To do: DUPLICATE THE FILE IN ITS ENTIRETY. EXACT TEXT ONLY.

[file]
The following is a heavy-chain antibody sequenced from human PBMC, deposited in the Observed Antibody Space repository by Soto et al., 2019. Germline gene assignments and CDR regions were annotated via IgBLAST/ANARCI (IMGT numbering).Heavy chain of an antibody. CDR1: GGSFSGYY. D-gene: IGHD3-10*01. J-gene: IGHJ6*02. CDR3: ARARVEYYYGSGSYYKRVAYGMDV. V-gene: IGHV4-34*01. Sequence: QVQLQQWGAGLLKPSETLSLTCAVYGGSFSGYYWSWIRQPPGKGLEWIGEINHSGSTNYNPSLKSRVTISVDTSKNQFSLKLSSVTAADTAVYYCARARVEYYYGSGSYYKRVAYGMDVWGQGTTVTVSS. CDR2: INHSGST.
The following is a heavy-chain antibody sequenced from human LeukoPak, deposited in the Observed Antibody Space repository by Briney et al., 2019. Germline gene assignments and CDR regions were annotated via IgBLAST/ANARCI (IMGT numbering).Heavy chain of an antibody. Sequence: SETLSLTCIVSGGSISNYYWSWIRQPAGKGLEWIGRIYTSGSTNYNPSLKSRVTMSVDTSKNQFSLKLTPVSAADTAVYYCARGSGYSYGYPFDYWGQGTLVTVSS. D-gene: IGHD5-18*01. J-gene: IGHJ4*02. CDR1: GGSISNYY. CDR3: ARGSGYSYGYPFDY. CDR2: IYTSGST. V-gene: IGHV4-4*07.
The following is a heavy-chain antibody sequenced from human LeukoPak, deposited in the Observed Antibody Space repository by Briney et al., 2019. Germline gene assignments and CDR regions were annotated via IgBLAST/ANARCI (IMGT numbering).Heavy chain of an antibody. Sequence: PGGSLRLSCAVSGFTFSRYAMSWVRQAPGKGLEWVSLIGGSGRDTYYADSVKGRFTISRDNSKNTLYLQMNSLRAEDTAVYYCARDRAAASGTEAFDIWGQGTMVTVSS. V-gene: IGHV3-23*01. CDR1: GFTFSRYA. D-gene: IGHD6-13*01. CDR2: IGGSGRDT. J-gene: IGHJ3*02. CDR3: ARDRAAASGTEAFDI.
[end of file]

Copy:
The following is a heavy-chain antibody sequenced from human PBMC, deposited in the Observed Antibody Space repository by Soto et al., 2019. Germline gene assignments and CDR regions were annotated via IgBLAST/ANARCI (IMGT numbering).Heavy chain of an antibody. CDR1: GGSFSGYY. D-gene: IGHD3-10*01. J-gene: IGHJ6*02. CDR3: ARARVEYYYGSGSYYKRVAYGMDV. V-gene: IGHV4-34*01. Sequence: QVQLQQWGAGLLKPSETLSLTCAVYGGSFSGYYWSWIRQPPGKGLEWIGEINHSGSTNYNPSLKSRVTISVDTSKNQFSLKLSSVTAADTAVYYCARARVEYYYGSGSYYKRVAYGMDVWGQGTTVTVSS. CDR2: INHSGST.
The following is a heavy-chain antibody sequenced from human LeukoPak, deposited in the Observed Antibody Space repository by Briney et al., 2019. Germline gene assignments and CDR regions were annotated via IgBLAST/ANARCI (IMGT numbering).Heavy chain of an antibody. Sequence: SETLSLTCIVSGGSISNYYWSWIRQPAGKGLEWIGRIYTSGSTNYNPSLKSRVTMSVDTSKNQFSLKLTPVSAADTAVYYCARGSGYSYGYPFDYWGQGTLVTVSS. D-gene: IGHD5-18*01. J-gene: IGHJ4*02. CDR1: GGSISNYY. CDR3: ARGSGYSYGYPFDY. CDR2: IYTSGST. V-gene: IGHV4-4*07.
The following is a heavy-chain antibody sequenced from human LeukoPak, deposited in the Observed Antibody Space repository by Briney et al., 2019. Germline gene assignments and CDR regions were annotated via IgBLAST/ANARCI (IMGT numbering).Heavy chain of an antibody. Sequence: PGGSLRLSCAVSGFTFSRYAMSWVRQAPGKGLEWVSLIGGSGRDTYYADSVKGRFTISRDNSKNTLYLQMNSLRAEDTAVYYCARDRAAASGTEAFDIWGQGTMVTVSS. V-gene: IGHV3-23*01. CDR1: GFTFSRYA. D-gene: IGHD6-13*01. CDR2: IGGSGRDT. J-gene: IGHJ3*02. CDR3: ARDRAAASGTEAFDI.